It will be clear to the prime minister and his advisers that talking to a man of Musharraf’s bent of wayward mind will do no good to the country or whatever they are to discuss. He is bound to blame the Indian leader should anything go wrong or not proceed on the lines he wants but take full credit should if there is a positive result. Of course, the fresh revelations about his mindset make it almost impossible to expect anything positive from a meeting with him, now or in any distant future.

Having authored the Kargil invasion it is only to be expected that Musharraf would see the outcome of that war as ‘victory’ for his forces which are apparently drawn from supermen as virtually just a handful of them took on the entire might of the Indian army. At least that is his claim in the book, based on the old Pakistani myth that a ‘Hindu’ country was no match for the Pakistanis.

The Pakistanis, particularly their army, have been fed the belief from the inception of their country that one Pakistani solider is equal to the strength of 100,000 ‘Hindu’ Indian solider. So one small unit of the Pakistanis can easily vanquish several divisions of Indian army!

The only problem here is that even with this alleged superiority, the Pakistanis could not prevent their country being cut into two, by their own admission by the Indian army. Worse, nearly 100,000 of their soldiers, including hundreds of officers, meekly surrendered to the Indian army in 1971.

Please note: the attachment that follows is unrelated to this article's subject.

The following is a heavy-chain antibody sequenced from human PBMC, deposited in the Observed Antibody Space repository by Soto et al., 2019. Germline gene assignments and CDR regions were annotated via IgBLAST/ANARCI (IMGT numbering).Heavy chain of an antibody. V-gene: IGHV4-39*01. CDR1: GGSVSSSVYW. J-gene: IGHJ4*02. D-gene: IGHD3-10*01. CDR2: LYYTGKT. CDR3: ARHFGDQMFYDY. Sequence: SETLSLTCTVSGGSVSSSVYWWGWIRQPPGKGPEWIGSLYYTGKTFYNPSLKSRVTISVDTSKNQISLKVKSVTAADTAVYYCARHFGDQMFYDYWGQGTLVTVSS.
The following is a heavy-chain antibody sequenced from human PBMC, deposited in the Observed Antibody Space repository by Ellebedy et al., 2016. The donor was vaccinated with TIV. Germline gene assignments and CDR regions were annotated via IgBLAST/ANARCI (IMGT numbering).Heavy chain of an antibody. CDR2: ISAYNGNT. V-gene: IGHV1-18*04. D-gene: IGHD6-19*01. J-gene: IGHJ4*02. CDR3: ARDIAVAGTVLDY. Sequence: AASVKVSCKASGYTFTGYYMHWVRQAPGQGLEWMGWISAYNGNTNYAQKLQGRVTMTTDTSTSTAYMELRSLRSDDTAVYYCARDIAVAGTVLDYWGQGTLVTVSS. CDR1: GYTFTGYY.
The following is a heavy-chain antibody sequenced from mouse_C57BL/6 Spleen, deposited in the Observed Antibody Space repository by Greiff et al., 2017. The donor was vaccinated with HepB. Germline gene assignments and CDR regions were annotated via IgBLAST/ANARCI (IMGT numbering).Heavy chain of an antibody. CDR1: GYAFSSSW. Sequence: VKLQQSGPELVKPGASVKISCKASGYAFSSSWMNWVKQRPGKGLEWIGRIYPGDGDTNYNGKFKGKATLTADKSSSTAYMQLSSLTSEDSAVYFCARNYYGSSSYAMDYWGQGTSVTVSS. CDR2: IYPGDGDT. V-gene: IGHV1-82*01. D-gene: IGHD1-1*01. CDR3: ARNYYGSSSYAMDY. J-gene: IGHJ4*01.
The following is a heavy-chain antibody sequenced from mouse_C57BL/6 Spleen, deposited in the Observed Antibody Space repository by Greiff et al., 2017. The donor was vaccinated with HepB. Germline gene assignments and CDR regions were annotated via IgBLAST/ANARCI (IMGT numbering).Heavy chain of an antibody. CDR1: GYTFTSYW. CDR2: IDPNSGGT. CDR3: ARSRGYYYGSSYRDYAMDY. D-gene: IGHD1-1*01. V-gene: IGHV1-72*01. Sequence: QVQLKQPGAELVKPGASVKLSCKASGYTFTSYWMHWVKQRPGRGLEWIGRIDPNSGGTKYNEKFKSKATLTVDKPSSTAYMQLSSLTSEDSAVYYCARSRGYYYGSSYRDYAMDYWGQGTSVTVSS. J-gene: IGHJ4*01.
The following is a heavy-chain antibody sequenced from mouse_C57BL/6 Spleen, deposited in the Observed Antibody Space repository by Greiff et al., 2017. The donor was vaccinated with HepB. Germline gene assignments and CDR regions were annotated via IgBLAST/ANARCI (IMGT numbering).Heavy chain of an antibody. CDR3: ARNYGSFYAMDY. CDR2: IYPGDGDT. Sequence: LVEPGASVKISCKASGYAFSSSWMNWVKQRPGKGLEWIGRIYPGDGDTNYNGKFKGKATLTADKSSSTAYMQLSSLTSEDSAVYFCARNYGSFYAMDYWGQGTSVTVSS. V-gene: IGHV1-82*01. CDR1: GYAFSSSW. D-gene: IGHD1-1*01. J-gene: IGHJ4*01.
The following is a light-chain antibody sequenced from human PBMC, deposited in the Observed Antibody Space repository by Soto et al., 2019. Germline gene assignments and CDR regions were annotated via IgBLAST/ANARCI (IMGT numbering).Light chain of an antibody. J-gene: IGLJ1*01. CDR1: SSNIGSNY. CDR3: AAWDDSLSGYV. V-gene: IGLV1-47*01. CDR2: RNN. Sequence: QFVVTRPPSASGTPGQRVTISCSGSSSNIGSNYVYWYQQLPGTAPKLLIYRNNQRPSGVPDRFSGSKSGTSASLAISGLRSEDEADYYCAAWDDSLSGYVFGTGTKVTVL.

It is easy to see why Musharraf says that Kargil was ‘won’ by the ‘freedom fighters’ with only a token help from the regular Pak army. The taped conversation between Musharraf and his number two, secretly recorded when the Pak General was in Beijing pleading for military help to fight India, had established that he had left instructions that the soldiers taking part in the Kargil war were to be described as ‘Mujahideens’. In the taped conversation Musharraf’s minion implicitly tells him that the ‘Mujahideens’ were given the credit for shooting down an Indian aircraft, as instructed by him.

Interestingly, even after the end of the Kargil war, this policy was scrupulously followed and Pakistan refused to accept the bodies of its soldiers and officers killed by the Indian army. As against Musharraf’s claim of almost no casualty among the Pakistanis, many in his own country, both military men and civilians, have spoken of heavy Pakistani casualties. The man Musharraf overthrew as Prime Minister, Nawaz Sharif, says that the Pakistani casualty figure runs into thousands.

Ved Malik, who was the army chief during the Kargil war, has called Musharraf a ‘timid’ General. This comment was in the context of Kargil war. He could as well have alluded to the fact that a few strong words from US deputy secretary of state, Richard Armitage, (no, he did not speak of ‘stone age’) was enough to see this ‘brave’ General do a complete summersault and genuflect before the Americans, carrying a begging bowl in one hand and an arms shopping list in the other.

Some ‘fire’ in the bragging General!

- Syndicate Features -